Heart disease symptoms may not be obvious. You might be vulnerable to cardiovascular issues but not realize it, especially if you haven't gotten recent screenings. Silent or atypical heart attack symptoms are especially prevalent in women and too frequently overlooked.
Great awareness about the importance of a healthy lifestyle and advances in treatment methods have helped many people avoid heart disease or recover from it. That said, the risk is still sky high. Heart disease remains the leading cause of death in the United States. Recognizing these heart disease symptoms early can help you steer clear of disaster and motivate you to adopt healthier habits.
You’re really, really tired. This is not typical fatigue, or simply feeling tired from lack of sleep. Fatigue associated with heart disease is extreme, and doesn’t go away. If your heart is struggling to deliver oxygen to other parts of your body, you will feel unusual levels of lingering exhaustion.
Walking becomes painful. This pain can become extreme, and shouldn’t be dismissed. Cramping in the hips and legs that occurs when moving, walking, or climbing (but improves with rest) may be a sign of peripheral arterial disease, also called PAD. PAD occurs when there is fatty plaque buildup in the arteries of the legs. PAD is serious, but responds well to treatment.
You feel dizzy at random times. This symptom has many non-heart related causes, but feeling faint or dizzy at random times may mean your heart is struggling. You may have an irregular heartbeat, or you may be at risk of heart attack. Dizziness can be caused by blocked arteries that lessen blood pressure, or faulty valves struggling to maintain blood pressure.
Your feet swell. If your feet are sore, painful, and swollen, with no obvious explanation, your heart could be in trouble. Heart-related foot swelling will typically be accompanied by other symptoms such as sudden weight gain, extreme fatigue, and shortness of breath.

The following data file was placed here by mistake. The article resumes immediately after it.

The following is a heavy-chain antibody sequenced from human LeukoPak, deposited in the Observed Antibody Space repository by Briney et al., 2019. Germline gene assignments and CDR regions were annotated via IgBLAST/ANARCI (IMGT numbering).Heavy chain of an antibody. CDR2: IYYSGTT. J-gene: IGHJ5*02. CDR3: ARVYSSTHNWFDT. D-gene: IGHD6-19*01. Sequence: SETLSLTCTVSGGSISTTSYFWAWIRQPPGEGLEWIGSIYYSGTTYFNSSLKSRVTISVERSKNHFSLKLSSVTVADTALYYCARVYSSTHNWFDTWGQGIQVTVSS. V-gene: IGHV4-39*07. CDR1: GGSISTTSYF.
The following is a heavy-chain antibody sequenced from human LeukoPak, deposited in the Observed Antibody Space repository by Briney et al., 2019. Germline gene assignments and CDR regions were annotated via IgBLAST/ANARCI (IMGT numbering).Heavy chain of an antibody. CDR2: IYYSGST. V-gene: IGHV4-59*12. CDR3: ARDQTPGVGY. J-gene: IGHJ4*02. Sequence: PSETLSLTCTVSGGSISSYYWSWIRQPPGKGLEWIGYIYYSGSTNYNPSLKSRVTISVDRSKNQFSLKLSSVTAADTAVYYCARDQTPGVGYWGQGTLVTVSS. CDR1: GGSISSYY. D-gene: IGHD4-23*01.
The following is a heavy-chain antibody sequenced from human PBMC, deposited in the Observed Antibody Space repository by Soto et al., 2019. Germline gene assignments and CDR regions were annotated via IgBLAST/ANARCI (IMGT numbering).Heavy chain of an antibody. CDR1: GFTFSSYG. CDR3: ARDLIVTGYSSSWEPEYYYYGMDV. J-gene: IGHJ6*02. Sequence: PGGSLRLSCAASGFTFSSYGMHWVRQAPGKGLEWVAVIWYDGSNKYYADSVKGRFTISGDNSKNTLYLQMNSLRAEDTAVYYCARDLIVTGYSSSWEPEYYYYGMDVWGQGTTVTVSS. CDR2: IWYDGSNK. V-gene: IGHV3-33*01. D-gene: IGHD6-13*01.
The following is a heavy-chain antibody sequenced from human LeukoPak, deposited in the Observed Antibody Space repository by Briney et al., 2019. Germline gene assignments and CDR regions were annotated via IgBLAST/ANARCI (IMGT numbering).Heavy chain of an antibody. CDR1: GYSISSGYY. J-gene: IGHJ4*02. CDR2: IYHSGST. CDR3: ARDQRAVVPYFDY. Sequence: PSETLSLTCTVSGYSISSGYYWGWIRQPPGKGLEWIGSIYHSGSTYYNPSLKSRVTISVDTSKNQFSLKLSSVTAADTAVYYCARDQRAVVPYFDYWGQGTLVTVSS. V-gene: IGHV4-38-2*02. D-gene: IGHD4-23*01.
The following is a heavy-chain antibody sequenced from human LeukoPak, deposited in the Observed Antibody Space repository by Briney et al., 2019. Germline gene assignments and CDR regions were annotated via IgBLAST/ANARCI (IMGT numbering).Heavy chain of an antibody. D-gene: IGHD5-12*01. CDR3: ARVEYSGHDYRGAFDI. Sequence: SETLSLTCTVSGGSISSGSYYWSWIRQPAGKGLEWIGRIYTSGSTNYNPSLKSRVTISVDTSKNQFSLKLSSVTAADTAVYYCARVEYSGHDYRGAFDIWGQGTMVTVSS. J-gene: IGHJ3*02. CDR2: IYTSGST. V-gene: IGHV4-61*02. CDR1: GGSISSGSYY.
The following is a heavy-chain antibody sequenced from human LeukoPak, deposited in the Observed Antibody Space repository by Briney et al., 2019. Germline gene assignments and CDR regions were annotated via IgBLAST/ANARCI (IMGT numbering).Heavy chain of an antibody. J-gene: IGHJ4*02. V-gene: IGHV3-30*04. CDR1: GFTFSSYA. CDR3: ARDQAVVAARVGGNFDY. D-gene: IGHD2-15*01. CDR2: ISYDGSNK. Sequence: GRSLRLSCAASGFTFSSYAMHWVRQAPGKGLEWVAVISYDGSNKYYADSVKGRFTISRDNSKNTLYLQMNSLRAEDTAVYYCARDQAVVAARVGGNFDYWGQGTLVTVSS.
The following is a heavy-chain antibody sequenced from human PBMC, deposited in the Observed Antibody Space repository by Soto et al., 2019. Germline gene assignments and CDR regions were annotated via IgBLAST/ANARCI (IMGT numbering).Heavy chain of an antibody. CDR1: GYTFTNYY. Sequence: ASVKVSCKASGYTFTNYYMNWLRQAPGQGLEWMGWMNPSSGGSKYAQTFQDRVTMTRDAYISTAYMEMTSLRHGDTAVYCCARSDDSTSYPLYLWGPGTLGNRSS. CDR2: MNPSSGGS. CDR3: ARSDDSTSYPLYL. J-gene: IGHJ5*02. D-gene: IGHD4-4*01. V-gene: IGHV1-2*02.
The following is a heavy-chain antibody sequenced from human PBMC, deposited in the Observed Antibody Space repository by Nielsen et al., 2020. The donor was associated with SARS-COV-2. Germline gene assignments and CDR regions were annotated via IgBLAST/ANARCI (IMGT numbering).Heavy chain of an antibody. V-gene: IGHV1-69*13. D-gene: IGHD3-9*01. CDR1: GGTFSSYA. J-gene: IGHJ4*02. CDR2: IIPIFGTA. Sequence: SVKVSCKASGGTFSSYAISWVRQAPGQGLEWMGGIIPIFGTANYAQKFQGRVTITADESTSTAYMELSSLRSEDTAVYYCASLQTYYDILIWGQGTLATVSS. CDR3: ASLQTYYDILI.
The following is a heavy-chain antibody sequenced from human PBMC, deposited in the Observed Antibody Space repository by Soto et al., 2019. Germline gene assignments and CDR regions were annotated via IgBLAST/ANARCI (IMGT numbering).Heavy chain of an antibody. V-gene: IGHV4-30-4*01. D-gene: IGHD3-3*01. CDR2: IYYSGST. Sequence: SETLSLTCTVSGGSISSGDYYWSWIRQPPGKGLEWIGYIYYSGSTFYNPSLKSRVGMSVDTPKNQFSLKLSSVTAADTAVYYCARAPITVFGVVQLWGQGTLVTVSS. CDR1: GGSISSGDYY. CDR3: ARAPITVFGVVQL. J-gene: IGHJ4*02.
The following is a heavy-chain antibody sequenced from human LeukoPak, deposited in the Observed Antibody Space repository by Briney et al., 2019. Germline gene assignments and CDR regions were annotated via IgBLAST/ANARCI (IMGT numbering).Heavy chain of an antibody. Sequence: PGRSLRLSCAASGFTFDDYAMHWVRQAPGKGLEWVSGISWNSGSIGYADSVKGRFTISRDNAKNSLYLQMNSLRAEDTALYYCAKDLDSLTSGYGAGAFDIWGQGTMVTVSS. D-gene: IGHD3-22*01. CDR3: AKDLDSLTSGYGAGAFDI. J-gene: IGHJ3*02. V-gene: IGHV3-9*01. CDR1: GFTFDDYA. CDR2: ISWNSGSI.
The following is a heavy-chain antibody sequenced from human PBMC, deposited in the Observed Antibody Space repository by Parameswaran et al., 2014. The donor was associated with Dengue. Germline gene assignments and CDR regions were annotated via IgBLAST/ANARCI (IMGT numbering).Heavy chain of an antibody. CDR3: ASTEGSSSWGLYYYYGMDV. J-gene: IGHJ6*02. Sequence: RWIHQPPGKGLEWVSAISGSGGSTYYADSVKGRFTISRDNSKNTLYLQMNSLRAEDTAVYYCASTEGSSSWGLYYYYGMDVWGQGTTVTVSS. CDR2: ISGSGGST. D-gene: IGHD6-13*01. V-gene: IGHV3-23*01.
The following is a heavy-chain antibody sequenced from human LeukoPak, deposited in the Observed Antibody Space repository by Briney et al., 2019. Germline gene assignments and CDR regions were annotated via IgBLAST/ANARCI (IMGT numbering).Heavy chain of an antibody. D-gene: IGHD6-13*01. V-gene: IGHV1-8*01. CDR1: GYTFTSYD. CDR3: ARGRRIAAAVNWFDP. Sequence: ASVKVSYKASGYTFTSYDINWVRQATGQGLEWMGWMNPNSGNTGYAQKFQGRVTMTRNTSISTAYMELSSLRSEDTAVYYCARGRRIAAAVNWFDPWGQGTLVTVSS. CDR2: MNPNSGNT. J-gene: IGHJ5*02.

You have episodes of sudden anxiety and nausea. The classic symptoms of a panic attack, such as anxiety, nausea, shortness of breath, and sudden sweating, can also indicate heart attack. You may also feel fatigue, pain and fullness in the chest that may radiate to the back, neck, jaw, throat, or shoulders. Get to the emergency room immediately if these symptoms are present. Do not wait. Those who arrive at the hospital within one hour of heart attack symptoms have the best chance of survival.
You’re experiencing exercise intolerance. If you start feeling winded or unable to easily complete physical tasks you’re used to doing, like climbing stairs and working out, your heart may be in distress. If you suddenly need more rest after your normal physical activities, it might be smart to get your heart checked, especially if exercise intolerance occurs with other symptoms.
You’re depressed. Depression is not necessarily a sign of heart disease, but people who have heart disease, or increased risk factors for heart disease, tend to be depressed. Check with your doctor if you’re depressed, especially if other symptoms are present.
There is pain in your back, arms, or chest. If you suddenly have significant new pain, whether or not it feels like the typical chest heaviness, check in with your doctor. Heart muscle cells run out of oxygen during a heart attack because of blocked arteries, triggering pain signals throughout the nervous system. The brain may confuse these nerve signals as coming from the back, chest, or either arm, due to nerve proximity with the heart muscle.
Your stomach or gastrointestinal tract is upset. Heart disease can present as nausea, vomiting, indigestion, or GI distress, especially in women. If you’re feeling particularly unwell, it’s always a good idea to check in with your healthcare provider.
The guiding principle is to listen to your body. If something doesn't feel right, don't ignore it. These heart disease symptoms overlap with other conditions, so don't assume you are in serious cardiovascular trouble just because you have one or two of them. But monitor them closely and, if they persist, talk to a doctor. And remember to reduce your risk of heart disease by quitting smoking, maintaining a healthy weight, minimizing stress, and eating a nutritious.